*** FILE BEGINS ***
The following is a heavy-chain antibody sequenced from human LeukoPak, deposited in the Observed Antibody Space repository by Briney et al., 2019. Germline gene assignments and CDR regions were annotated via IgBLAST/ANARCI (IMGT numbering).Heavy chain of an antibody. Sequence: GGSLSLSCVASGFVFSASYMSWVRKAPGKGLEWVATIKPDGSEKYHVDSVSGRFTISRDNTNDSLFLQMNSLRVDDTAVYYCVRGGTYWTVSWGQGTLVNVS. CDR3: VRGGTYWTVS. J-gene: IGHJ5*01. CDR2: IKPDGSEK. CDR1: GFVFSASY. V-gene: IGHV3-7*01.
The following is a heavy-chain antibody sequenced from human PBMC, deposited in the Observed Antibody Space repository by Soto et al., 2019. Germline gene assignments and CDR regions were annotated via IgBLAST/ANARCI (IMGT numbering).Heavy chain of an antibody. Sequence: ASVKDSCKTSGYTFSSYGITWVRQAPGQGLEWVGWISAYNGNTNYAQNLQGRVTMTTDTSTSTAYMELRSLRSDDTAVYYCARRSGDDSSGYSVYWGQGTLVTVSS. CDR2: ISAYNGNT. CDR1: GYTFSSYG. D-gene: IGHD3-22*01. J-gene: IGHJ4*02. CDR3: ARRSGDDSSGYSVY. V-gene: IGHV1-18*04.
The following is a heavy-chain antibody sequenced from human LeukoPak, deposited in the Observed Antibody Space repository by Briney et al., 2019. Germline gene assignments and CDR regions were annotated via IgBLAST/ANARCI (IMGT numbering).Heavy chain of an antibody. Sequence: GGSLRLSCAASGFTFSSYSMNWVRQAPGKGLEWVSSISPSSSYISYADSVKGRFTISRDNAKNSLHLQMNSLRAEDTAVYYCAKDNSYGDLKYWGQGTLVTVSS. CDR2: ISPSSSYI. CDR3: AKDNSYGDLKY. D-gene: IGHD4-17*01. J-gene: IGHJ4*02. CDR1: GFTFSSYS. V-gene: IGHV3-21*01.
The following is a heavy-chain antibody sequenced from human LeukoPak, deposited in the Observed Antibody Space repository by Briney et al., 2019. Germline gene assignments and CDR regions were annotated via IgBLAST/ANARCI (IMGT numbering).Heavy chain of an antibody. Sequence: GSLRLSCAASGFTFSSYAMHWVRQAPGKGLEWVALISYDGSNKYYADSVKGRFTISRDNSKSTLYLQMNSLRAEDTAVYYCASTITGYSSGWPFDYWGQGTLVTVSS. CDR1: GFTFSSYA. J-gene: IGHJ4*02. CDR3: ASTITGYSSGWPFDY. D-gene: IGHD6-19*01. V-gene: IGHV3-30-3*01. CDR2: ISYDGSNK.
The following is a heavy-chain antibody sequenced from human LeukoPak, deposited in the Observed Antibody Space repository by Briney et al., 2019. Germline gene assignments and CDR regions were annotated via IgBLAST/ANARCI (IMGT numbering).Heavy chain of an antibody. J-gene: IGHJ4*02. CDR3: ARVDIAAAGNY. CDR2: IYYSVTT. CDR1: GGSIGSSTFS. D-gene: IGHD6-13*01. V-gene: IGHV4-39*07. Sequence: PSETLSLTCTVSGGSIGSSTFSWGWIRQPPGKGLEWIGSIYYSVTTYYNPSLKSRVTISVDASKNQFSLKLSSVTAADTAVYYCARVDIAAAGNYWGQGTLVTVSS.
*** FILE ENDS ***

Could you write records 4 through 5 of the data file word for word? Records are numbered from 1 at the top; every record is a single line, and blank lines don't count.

The following is a heavy-chain antibody sequenced from human LeukoPak, deposited in the Observed Antibody Space repository by Briney et al., 2019. Germline gene assignments and CDR regions were annotated via IgBLAST/ANARCI (IMGT numbering).Heavy chain of an antibody. Sequence: GSLRLSCAASGFTFSSYAMHWVRQAPGKGLEWVALISYDGSNKYYADSVKGRFTISRDNSKSTLYLQMNSLRAEDTAVYYCASTITGYSSGWPFDYWGQGTLVTVSS. CDR1: GFTFSSYA. J-gene: IGHJ4*02. CDR3: ASTITGYSSGWPFDY. D-gene: IGHD6-19*01. V-gene: IGHV3-30-3*01. CDR2: ISYDGSNK.
The following is a heavy-chain antibody sequenced from human LeukoPak, deposited in the Observed Antibody Space repository by Briney et al., 2019. Germline gene assignments and CDR regions were annotated via IgBLAST/ANARCI (IMGT numbering).Heavy chain of an antibody. J-gene: IGHJ4*02. CDR3: ARVDIAAAGNY. CDR2: IYYSVTT. CDR1: GGSIGSSTFS. D-gene: IGHD6-13*01. V-gene: IGHV4-39*07. Sequence: PSETLSLTCTVSGGSIGSSTFSWGWIRQPPGKGLEWIGSIYYSVTTYYNPSLKSRVTISVDASKNQFSLKLSSVTAADTAVYYCARVDIAAAGNYWGQGTLVTVSS.